The best researched planetary system is our solar system. But even here we know very little about chemistry and composition of the bodies. In order to really explore and understand them, it is helpful to take a close look at the formation and thus the origin of everything in our solar system. Some meteorites, so called chondrites, were formed during this time and give us insights into the processes. They are therefore an important tool to understand the formation of all other bodies. A chondrite is mainly made out of chondrules which are millimeter big silicate pellets with different appearance.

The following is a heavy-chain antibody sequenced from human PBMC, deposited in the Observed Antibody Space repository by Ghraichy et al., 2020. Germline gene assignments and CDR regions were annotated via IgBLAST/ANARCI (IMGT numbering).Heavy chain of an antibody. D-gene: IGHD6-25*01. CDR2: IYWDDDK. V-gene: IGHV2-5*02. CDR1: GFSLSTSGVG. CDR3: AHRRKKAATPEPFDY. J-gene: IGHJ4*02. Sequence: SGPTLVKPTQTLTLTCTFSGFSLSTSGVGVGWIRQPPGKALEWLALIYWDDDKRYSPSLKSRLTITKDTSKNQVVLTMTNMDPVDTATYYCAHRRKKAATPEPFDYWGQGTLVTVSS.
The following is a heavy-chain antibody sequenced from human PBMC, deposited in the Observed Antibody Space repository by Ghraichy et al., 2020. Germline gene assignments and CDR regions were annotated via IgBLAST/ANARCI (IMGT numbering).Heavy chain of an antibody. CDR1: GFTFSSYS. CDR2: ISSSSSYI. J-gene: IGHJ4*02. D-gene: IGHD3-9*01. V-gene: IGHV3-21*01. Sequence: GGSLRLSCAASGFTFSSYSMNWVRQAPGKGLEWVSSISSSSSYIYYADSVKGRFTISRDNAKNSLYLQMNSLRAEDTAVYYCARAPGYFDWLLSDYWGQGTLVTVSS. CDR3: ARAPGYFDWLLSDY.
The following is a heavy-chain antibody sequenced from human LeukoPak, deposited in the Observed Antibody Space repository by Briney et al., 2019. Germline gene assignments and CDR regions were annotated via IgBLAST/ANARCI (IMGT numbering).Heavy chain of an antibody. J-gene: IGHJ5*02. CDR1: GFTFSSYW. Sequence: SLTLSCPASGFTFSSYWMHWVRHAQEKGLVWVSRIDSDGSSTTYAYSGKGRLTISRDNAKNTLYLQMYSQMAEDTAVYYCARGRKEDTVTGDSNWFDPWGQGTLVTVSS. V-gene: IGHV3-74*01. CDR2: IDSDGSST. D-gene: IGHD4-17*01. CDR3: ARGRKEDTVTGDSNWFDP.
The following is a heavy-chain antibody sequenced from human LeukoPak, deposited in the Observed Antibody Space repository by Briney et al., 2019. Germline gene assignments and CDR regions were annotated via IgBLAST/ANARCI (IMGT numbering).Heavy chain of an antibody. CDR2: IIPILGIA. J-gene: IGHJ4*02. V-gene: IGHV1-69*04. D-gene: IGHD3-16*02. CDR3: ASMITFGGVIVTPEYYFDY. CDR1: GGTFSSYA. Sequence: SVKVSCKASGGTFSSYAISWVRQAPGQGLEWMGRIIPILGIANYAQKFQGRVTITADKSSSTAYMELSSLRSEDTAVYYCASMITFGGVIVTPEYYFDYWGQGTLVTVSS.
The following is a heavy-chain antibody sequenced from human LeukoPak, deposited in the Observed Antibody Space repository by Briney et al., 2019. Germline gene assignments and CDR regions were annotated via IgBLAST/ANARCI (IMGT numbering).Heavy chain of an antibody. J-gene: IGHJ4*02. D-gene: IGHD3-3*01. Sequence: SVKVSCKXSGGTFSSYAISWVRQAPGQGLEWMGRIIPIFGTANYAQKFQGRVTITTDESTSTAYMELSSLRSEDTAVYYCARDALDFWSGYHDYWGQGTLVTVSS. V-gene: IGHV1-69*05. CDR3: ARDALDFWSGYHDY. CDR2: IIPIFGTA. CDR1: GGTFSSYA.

One of this chondrites is the Meteorite NWA 12547. It is an ordinary L3 chondrite and is formed out of three different fragments. On consists of so-called inverse zoned chondrules. Inverse zoned chondrules are chondrules that have a pyroxene core and are surrounded by an olivine shell. This not very known silicate pellets with an inverted crystallization row is believed to have arisen from rapid cooling first which formed the pyroxene core, and then subsequent heating resulting in an olivine shell. The second fragment consists mainly of porphyric and bar-shaped chondrules. This piece was cooled slowly in a first phase and rapidly thereafter, forming first idiomorphic olivines and then small pyroxene needles in the glassy feldspar matrix. The last piece is a residual melt, with a glassy matrix which was finally cooled at about 1450 °C.